The Identity Management for UNIX Active Directory schema extension includes UNIX user identifier (UID) and group identifier (GID) fields. This enables Server for NFS and Client for NFS to look up Windows-to-UNIX user account mappings directly from Active Directory Domain Services. Identity Management for UNIX simplifies Windows-to-UNIX user account mapping management in Active Directory Domain Services.

Mapping (through either Active Directory Lookup or User Name Mapping) the UNIX user root (UID 0) to the Windows user Administrator—and also, mapping the group to which the root belongs to the Windows group Administrators.

By default, Server for NFS does not allow anonymous users to access a shared directory. When you share a directory, you can allow anonymous access to the directory and you can change the default anonymous UID and GID values to the UID and GID of any valid UNIX user and group accounts. If you change the anonymous UID and anonymous GID for a shared resource, those values will be used when reporting the owner of a file owned by a Windows user which is not mapped to UNIX user, even if anonymous access is not allowed.

To allow anonymous access to an NFS share using the Windows interface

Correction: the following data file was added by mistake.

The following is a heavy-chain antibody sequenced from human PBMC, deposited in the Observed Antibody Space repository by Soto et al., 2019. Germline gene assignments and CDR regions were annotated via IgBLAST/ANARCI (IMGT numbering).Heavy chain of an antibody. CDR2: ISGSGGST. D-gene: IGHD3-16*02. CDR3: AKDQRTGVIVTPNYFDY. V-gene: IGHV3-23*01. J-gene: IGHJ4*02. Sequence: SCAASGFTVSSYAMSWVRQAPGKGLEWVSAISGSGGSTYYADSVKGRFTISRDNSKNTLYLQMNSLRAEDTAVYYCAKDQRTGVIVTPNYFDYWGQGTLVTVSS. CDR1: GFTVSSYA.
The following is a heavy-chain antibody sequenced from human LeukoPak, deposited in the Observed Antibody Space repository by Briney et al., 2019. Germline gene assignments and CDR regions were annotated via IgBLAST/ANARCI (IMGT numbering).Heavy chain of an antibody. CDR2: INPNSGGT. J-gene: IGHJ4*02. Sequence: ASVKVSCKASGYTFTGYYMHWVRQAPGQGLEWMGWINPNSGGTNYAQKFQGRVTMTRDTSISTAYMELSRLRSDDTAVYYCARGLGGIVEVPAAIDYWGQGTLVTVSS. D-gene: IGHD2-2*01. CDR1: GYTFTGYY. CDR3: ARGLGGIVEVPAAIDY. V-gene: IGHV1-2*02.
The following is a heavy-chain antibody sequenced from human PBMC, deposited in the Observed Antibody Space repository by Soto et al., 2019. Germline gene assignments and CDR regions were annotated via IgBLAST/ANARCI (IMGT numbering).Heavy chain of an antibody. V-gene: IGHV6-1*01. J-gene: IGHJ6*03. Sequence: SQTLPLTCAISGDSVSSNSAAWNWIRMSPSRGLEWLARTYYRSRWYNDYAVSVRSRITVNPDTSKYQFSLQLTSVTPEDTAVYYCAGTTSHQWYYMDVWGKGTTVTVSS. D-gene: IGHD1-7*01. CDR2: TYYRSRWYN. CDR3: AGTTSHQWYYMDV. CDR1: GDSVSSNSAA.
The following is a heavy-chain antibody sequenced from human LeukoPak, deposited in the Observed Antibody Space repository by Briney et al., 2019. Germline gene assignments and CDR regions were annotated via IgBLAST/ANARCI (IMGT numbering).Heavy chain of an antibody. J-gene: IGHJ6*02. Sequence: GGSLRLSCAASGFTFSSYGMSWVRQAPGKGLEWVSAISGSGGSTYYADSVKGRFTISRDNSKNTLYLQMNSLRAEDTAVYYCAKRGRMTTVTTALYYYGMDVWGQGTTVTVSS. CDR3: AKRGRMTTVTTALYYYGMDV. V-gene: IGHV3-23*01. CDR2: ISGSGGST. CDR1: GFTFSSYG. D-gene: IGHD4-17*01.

1. Open Windows Explorer: click Start, point to Programs or All Programs, point to Accessories, and then click Windows Explorer.
  2. In the details pane, right-click the shared directory you want to manage.
  3. Click Sharing.
  4. Click NFS Sharing.
  5. Select Allow anonymous access.
  6. To specify a nondefault value for the anonymous user identifier (UID) or anonymous group identifier (GID), type the value in theAnonymous UID or Anonymous GID box.
  7. Click Apply.

====================================================================================================================================

Users of client computers can use the chmod utility to set the setuid (set-user-identifier-on-execution), setgid (set-group-identifier-on-execution), and sticky file mode bits on files or directories that are stored on an NTFS file system partition and shared through Server for NFS. When the file or directory is subsequently accessed by a UNIX-based client, the standard semantics for these bits will apply.